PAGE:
The NCSL Blog


By Kristen Hildreth

The Congressional Review Act (CRA) had only been used once before the 115th Congress. But with the inauguration of President Donald Trump, and a Republican majority in Congress, using the CRA is proving to be much more successful than in years past.

Congress in sessionTo date, the president has signed three joint resolutions of disapproval into law, with the House of Representatives having passed 11 more that currently await Senate action. 

The CRA was enacted in March of 1996 as part of the Small Business Regulatory Enforcement Fairness Act, in an effort by Congress to increase its oversight of federal agency rulemaking. The CRA requires agencies to report their rulemaking activities to Congress, and provides Congress with a set of procedures to overturn, or disapprove of those rules.

Under the CRA, either chamber can introduce a joint resolution disapproving of an agency’s final rule, at which point only a simple majority in both chambers is needed for the measure to head to the president. In the case that a president vetoes a resolution, a two-thirds majority vote in both chambers would be required to override.

If a resolution of disapproval is signed into law, not only does it remove the rule in question, but also prohibits a federal agency from “reissuing” the same regulation in the future, or promulgating a regulation that is “substantially” similar, unless the new, or revised, regulation is “specifically authorized by a law enacted after the date of the joint resolution disapproving the original review.” Additionally, any “determination, finding, action, or omission” made pursuant to the CRA cannot be subject to judicial review.

The timeframe to use the disapproval procedure is generally 60 working days—legislative days in the House, and session days in the Senate—from the time at which a rule is submitted to Congress and published in the Federal Register. However, the CRA contains a “reset” provision—under Section 801(d) of the CRA—if a rule is submitted to Congress fewer than 60 working days before it adjourns its session sine die, a new period for congressional review opens for the incoming session of Congress. That Congress then operates as though the rules had been submitted to Congress and the Federal Register on the 15th working day of the incoming Congress, at which point a new 60-day review period is opened. Based off the current legislative calendar, and legislative days, we anticipate disapprovals to be wrapped by mid-to-late-spring.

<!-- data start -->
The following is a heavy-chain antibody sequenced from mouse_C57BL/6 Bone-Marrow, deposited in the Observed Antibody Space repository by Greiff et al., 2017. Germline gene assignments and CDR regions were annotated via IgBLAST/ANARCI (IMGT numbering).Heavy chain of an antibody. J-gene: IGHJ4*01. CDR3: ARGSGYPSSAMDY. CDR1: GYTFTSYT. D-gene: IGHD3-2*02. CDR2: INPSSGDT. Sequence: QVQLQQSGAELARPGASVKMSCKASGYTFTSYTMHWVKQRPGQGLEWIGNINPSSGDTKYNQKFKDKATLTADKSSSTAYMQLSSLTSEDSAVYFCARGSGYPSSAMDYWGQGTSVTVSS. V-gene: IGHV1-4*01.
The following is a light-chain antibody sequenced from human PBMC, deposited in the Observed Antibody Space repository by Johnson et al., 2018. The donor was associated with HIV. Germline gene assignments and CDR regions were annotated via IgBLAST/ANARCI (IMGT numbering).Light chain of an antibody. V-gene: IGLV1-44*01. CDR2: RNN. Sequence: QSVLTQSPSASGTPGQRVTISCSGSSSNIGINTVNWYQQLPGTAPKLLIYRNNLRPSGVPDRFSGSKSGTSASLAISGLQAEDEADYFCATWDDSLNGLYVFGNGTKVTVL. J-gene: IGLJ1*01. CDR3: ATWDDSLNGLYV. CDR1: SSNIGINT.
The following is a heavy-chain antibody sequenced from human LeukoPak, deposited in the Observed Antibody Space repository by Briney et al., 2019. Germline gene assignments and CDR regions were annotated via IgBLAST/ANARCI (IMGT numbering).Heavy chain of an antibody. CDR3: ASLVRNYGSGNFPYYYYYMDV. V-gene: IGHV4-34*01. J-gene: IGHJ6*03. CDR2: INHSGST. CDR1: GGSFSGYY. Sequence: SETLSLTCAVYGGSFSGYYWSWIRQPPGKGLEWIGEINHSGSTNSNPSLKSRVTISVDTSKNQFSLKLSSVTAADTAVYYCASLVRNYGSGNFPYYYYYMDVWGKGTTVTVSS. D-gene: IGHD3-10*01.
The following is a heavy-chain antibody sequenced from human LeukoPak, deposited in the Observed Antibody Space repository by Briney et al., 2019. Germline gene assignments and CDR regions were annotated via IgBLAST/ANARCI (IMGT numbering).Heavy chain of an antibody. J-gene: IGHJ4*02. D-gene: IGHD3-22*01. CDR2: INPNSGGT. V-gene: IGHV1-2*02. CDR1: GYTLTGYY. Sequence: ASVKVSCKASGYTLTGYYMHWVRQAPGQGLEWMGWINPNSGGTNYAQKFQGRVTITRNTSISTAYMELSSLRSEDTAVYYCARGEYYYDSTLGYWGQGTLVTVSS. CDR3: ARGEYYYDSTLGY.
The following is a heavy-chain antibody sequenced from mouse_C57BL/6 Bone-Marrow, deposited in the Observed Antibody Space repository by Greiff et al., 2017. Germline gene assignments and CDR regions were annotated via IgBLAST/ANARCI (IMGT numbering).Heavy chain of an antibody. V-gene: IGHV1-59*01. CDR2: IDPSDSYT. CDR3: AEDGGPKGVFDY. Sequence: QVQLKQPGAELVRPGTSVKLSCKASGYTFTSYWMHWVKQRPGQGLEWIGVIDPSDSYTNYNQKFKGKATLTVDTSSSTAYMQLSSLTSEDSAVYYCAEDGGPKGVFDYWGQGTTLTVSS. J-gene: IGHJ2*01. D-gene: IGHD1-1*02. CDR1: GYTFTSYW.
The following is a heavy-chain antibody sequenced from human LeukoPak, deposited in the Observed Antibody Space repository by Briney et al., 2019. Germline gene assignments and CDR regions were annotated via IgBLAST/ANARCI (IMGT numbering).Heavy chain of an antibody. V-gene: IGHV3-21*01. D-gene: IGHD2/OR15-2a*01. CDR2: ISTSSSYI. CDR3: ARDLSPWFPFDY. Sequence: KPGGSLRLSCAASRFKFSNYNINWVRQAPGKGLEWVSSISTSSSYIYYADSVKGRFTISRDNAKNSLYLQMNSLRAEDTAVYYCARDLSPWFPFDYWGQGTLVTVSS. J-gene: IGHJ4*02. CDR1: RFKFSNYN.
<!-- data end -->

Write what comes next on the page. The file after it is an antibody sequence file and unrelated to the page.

In November 2016, the Congressional Research Service issued a list of more than 50 “major” rules finalized on, or after, June 13, 2016, which are subject to the removal by the 115th Congress via the CRA. “Major rule[s]” are defined as having an “annual effect on the economy of $100 million or more,” an increase in costs or prices for consumers, federal, state or local government agencies, or geographic regions. and significant adverse effects on competition, employment, investment, productivity, [or] innovation.”

NCSL has developed a tracking document which provides updates on which joint resolutions have been signed into law, are awaiting the president’s signature, and have passed either the House or the Senate. Please check back periodically, as the document will be updated as resolutions move. Click here to access the tracker.

For further questions on the CRA, or resolutions for disapproval, please contact Kristen Hildreth.

Kristen Hildreth is a policy associate with NCSL's National Resources and Infrastructure Committee.

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About the NCSL Blog

This blog offers updates on the National Conference of State Legislatures' research and training, the latest on federalism and the state legislative institution, and posts about state legislators and legislative staff. The blog is edited by NCSL staff and written primarily by NCSL's experts on public policy and the state legislative institution.